Contested Territory: Dien Bien Phu and the Making of Northwest Vietnam
Historians regard the Battle of Điện Biên Phủ in 1954 as the conflict that toppled the French empire in Indochina and triggered the decline of colonial rule in Southeast Asia. This new work of historical and political geography ventures beyond the conventional framing of Điện Biên Phủ’s history, tracking a longer period of anticolonial revolution and nation-state formation from 1945 to 1960. Examining everyday struggles over agrarian resources such as food, land, and labor, Christian Lentz argues that a Vietnamese elite constructed territory as a strategic form of rule—a product of powerful, ongoing socio-spatial processes. Engaging newly- available sources from Vietnam’s National Archives, as well as documents from the French military and other overseas archives, Contested Territory offers a novel way to conceptualize territory as a contingent outcome of grounded and embodied spatial contests.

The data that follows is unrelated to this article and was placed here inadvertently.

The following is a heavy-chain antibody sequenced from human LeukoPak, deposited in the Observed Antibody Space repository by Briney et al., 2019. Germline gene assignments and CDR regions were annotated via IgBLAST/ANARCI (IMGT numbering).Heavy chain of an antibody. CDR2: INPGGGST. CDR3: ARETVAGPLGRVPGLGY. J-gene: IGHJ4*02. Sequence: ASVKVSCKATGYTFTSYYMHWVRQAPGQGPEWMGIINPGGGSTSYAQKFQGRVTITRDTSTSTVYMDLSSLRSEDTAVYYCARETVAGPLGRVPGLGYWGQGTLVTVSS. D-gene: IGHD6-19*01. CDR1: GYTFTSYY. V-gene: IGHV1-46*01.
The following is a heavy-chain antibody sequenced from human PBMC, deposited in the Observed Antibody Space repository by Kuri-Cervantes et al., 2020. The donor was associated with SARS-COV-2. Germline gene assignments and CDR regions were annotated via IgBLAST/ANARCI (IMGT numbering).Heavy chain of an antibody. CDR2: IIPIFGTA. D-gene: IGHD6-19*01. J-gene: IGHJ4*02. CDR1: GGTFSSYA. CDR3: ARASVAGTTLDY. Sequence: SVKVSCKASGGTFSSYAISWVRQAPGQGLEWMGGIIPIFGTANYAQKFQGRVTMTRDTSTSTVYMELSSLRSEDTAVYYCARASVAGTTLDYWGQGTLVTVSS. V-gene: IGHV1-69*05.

Yale University Press
Urban / Rural
War / Peace